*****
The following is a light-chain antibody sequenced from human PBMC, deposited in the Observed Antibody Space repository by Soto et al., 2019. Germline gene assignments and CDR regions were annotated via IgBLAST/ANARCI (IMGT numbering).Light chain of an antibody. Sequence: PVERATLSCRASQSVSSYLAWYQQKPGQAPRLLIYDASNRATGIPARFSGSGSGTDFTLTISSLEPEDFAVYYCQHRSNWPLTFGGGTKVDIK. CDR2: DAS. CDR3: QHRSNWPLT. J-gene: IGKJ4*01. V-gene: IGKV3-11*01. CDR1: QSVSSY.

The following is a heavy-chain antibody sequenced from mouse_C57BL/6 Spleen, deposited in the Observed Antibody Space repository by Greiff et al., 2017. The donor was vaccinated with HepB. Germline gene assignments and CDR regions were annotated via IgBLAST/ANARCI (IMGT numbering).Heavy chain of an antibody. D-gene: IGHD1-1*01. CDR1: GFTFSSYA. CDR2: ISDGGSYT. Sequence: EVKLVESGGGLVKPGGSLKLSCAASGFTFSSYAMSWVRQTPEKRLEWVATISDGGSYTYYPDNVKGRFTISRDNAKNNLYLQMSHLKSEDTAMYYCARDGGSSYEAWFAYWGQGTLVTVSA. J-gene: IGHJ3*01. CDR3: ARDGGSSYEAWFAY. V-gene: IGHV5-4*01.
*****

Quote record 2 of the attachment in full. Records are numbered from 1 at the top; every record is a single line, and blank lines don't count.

The following is a heavy-chain antibody sequenced from mouse_C57BL/6 Spleen, deposited in the Observed Antibody Space repository by Greiff et al., 2017. The donor was vaccinated with HepB. Germline gene assignments and CDR regions were annotated via IgBLAST/ANARCI (IMGT numbering).Heavy chain of an antibody. D-gene: IGHD1-1*01. CDR1: GFTFSSYA. CDR2: ISDGGSYT. Sequence: EVKLVESGGGLVKPGGSLKLSCAASGFTFSSYAMSWVRQTPEKRLEWVATISDGGSYTYYPDNVKGRFTISRDNAKNNLYLQMSHLKSEDTAMYYCARDGGSSYEAWFAYWGQGTLVTVSA. J-gene: IGHJ3*01. CDR3: ARDGGSSYEAWFAY. V-gene: IGHV5-4*01.